There is still some industry on the coast with the Alcan aluminium manufacturer but the power generated in the area now comes from Lynemouth Wind Farm who's huge wind turbines tower over the original mine workings of Woodhorn.

    Distance: 74.2km
    Remaining: 71.8km
    Strava Ride Data

    Next: Festive 500 Stage 7: The Reservoir and The Romans...and Vikings!

    Festive 500 Stage 5: The Borders

    Yesterday was quite a short ride, mostly because I'd been planning a longer ride today. Forgoing some of the booze the night before, I got an early night but found that I couldn't sleep anyway. I'd been planning a ride over Carter Bar and into Scotland but I was a little worried about being in such a remote location on my bicycle by myself. So I managed to fall asleep about 1am and then wake up again at about 5am. But as my alarm went off at 7am I found myself being able to jump out of bed and eat a big breakfast before getting ready and press-ganging my brother into giving me a lift over to near Otterburn in the Northumbrian Borders.

    Arriving at Catclough Reservoir it was pouring with rain, and grim. Dreich, it's called in this part of the world. So I put the wheels on my bike, put on my rain gear and set off up to Carter Bar with my wheels sucking at the standing water on the road. Turning round to see my brother making a joke about me probably needing to cycle a bit faster I wondered for a second why I was doing this, but it only took me a few minutes to really get into the ride. Sometimes I'm not really into it but today I immediately loved the crank up the slope to the border of Scotland and even the snow on the hills didn't even make me feel cold, although I didn't stop long on the top to take a photograph!

    Speeding down the other side into Jedburgh I only shared the road with a few cars, all of whom seemed to pass nice and slowly, although I suspect it was because I was descending at a decent pace. I really enjoyed the hairpins on the descent, weighting the bike nice and low and leaning into the corners. Because I was descending and not breathing too heavily I pulled my neck roll over my face to reduce the impact of the stinging sleet.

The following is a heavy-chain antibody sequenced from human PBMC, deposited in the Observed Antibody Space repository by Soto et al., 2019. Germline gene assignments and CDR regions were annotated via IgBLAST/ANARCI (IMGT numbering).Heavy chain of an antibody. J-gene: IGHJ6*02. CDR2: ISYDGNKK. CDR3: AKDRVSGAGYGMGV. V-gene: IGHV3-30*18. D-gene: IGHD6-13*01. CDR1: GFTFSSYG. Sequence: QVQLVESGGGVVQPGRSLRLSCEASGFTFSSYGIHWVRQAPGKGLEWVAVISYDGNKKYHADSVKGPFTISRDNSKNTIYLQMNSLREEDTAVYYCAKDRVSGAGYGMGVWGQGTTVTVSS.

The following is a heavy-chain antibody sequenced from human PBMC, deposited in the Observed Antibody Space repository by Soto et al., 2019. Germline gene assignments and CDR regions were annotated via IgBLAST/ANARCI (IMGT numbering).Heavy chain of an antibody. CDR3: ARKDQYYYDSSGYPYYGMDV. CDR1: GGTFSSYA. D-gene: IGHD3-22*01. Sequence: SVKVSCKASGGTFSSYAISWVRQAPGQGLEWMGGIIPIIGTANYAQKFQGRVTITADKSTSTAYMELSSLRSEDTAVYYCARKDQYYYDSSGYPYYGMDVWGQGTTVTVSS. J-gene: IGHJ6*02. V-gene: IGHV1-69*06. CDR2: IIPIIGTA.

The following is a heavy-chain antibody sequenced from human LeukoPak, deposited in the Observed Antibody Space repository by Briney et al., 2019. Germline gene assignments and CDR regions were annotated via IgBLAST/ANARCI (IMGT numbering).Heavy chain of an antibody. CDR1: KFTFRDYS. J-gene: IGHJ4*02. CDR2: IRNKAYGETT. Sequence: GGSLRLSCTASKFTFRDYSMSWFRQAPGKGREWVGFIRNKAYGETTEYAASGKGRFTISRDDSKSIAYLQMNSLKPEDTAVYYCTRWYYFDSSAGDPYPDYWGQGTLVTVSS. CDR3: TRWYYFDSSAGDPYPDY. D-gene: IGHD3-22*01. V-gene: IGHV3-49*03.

I had planned to photograph the old tree near Jedburgh but my desire to find a loo must have meant I forgot to look properly and I was soon at the salubrious location of the tourist office using their facilities. But soon I was off on my way up towards Bonjedward and from there to Yetholm and around, back into England, and past Wooler. 

    The entire country around The Borders has a certain feeling to it, much like many border areas and between the 13th and the 17th centuries some people you may meet in this area would be Border Reivers. The Border Reivers were raiders along the border and included both Scottish and English families who raided the entire border country without regard to their victims' nationality, wearing their shepherd's plaid, the oldest tartan in existence. The name probably comes from the Old Endlish 'reive' or 'to rob'. In fact my surname, Anderson, is a 'Middle March' Reiver name. It's said that due to Scotland and England being at war during this period, people relied on their own strength and cunning and in more modern times the Border Reivers have been glamourised in many folk tales and songs including in the Minstrelsy of the Scottish Border (a song book I learned from while learning the Northumbrian Pipes). 

    The Border Reivers really deserve much more attention but I can only ask you to read the links to get a full idea of these people in this wonderful part of the world. Although they were relative late-comers to the area. I also passed through Yeavering on my return through Northumberland which is a small hamlet but the site of a huge Anglo-Saxon settlement that archaeologists say was one of the seats of royal power held by the kings of http://en.wikipedia.org/wiki/Bernicia">Bernicia in the 7th century but also evidence has been found of settlements from the Mesolithic, Neolithic and Bronze Age periods. 

    Although it was really tough, it was one of my favourite rides I can remember. I covered 112km in 4 hours and 37 minutes with an average speed of over 24kph. It was very moving and special to be in the middle of such a beautiful part of the world; a place that wherever I go is always in my heart. 

    Distance: 112km
    Remaining: 146km
    Strava Ride Data
    Glad I had: Rapha Rain Jacket